VOR and the older NDB stations were traditionally used as intersections along airways. A typical airway will hop from station to station in straight lines. When flying in a commercial airliner, an observer will notice that the aircraft flies in straight lines occasionally broken by a turn to a new course. These turns are often made as the aircraft passes over a VOR station or at an intersection in the air defined by one or more VORs. Navigational reference points can also be defined by the point at which two radials from different VOR stations intersect, or by a VOR radial and a DME distance. This is the basic form of RNAV and allows navigation to points located away from VOR stations. As RNAV systems have become more common, in particular those based on GPS, more and more airways have been defined by such points, removing the need for some of the expensive ground-based VORs.
In many countries there are two separate systems of airway at lower and higher levels: the lower Airways (known in the US as Victor Airways) and Upper Air Routes (known in the US as Jet routes).
Most aircraft equipped for instrument flight (IFR) have at least two VOR receivers. As well as providing a backup to the primary receiver, the second receiver allows the pilot to easily follow a radial to or from one VOR station while watching the second receiver to see when a certain radial from another VOR station is crossed, allowing the aircraft's exact position at that moment to be determined, and giving the pilot the option of changing to the new radial if they wish.
GNSS systems have a lower transmitter cost per customer and provide distance and altitude data. Future satellite navigation systems, such as the European Union Galileo, and GPS augmentation systems are developing techniques to eventually equal or exceed VOR accuracy. However, low VOR receiver cost, broad installed base and commonality of receiver equipment with ILS are likely to extend VOR dominance in aircraft until space receiver cost falls to a comparable level. As of 2008 in the United States, GPS-based approaches outnumbered VOR-based approaches but VOR-equipped IFR aircraft outnumber GPS-equipped IFR aircraft.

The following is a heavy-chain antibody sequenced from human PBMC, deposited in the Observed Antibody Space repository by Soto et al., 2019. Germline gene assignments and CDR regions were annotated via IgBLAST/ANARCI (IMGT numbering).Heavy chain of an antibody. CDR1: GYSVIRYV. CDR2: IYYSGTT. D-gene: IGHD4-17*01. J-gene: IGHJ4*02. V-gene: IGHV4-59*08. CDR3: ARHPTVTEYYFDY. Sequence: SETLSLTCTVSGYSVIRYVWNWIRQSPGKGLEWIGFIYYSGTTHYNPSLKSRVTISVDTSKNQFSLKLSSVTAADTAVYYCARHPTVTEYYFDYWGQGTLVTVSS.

There is some concern that GNSS navigation is subject to interference or sabotage, leading in many countries to the retention of VOR stations for use as a backup. The VOR signal has the advantage of static mapping to local terrain.
The US FAA plans by 2020 to decommission roughly half of the 967 VOR stations in the US, retaining a "Minimum Operational Network" to provide coverage to all aircraft more than 5,000 feet above the ground. Most of the decommissioned stations will be east of the Rocky Mountains, where there is more overlap in coverage between them. On July 27, 2016, a final policy statement was released specifying stations to be decommissioned by 2025. A total of 74 stations are to be decommissioned in Phase 1 (2016-2020), and 234 more stations are scheduled to be taken out of service in Phase 2 (2021-2025).
In the UK, 19 VOR transmitters are to be kept operational until at least 2020. Those at Cranfield and Dean Cross were decommissioned in 2014, with the remaining 25 to be assessed between 2015 and 2020. Similar efforts are underway in Australia, and elsewhere.
The VOR signal encodes a morse code identifier, optional voice, and a pair of navigation tones. The radial azimuth is equal to the phase angle between the lagging and leading navigation tone.
|Mi||A3 modulation index||0.07|
|Fi||A1 subcarrier frequency||1020||Hz|
|Ma||A3 modulation index||0.30|
|navigation||Fn||A0 tone frequency||30||Hz|
|variable||Mn||A3 modulation index||0.30|
|reference||Md||A3 modulation index||0.30|
|Fs||F3 subcarrier frequency||9960||Hz|
|Fd||F3 subcarrier deviation||480||Hz|
|channel||Fc||A3 carrier frequency||108.00||117.95||MHz|
|speed of light||C||299.79||Mm/s|
|radial azimuth||A||relative to magnetic north||0||359||deg|
|time signal left||t||center transmitter|
|t+(A,t)||higher frequency revolving transmitter|
|t-(A,t)||lower frequency revolving transmitter|
The conventional signal encodes the station identifier, i(t), optional voice a(t), navigation reference signal in c(t), and the isotropic (i.e. omnidirectional) component. The reference signal is encoded on an F3 subcarrier (colour). The navigation variable signal is encoded by mechanically or electrically rotating a directional, g(A,t), antenna to produce A3 modulation (grey-scale). Receivers (paired colour and grey-scale trace) in different directions from the station paint a different alignment of F3 and A3 demodulated signal.